The dark patches of soil uncovered by the Apollo astronauts are clearly visible in overhead photographs. Finding the lost Apollo tapes
Astronauts first planted temperature probes on the moon's surface during the Apollo 15 and 17 missions, in 1971 and 1972. While these probes transmitted data steadily back to the NASA Johnson Space Center in Houston until 1977, only the first three years of recordings were ever archived with the National Space Science Data Center.
For their new study, Kiefer, Nagihara and their colleagues embarked on a quest to find the missing tapes. The researchers tracked down 440 of these tapes at the Washington National Records Center in Suitland, Maryland; unfortunately, that trove of data represented only about three months of temperature records taken in 1975.
To augment the newly recovered records, the team pulled hundreds of weekly performance logs from the Lunar and Planetary Institute. The logs included temperature readings taken from the Apollo probes between 1973 and 1977, meaning the researchers could fill in some of the gaps left by the other missing tapes.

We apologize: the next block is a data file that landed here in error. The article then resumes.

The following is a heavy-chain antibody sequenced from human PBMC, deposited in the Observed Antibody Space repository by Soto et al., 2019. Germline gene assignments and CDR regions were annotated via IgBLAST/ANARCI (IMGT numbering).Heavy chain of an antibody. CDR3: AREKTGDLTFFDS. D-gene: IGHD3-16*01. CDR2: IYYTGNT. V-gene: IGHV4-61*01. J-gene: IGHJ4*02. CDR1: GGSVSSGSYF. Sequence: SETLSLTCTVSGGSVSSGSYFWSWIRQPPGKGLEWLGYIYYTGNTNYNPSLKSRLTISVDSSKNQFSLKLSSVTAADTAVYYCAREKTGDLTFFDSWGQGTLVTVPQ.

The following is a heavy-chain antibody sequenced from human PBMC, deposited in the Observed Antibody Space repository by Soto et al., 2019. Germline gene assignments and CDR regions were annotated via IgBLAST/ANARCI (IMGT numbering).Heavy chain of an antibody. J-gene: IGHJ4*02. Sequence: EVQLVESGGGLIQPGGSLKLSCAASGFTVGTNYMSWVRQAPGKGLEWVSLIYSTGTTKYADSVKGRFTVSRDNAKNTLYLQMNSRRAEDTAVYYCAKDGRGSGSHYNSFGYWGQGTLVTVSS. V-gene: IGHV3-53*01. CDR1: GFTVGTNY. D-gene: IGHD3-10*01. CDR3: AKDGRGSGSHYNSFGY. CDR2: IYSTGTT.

The 12 astronauts who walked on the moon between 1969 and 1972 left enough footprints to change the surface environment. Climate change on the moon
After several years of extracting and analyzing data from the archaic tape reels, the researchers discovered that probes planted near the moon's surface recorded a greater and faster temperature jump than the probes planted deeper down found. This indicated that the temperature spike was beginning at the surface and not within the moon itself, the researchers said.
A quick study of lunar surface photos taken by the Lunar Reconnaissance Orbiter Camera provided another crucial clue. The photos showed that areas near the Apollo landing sites were crisscrossed with dark streaks where the astronauts had walked or driven about the moon's surface, apparently kicking a lot of ancient dust aside.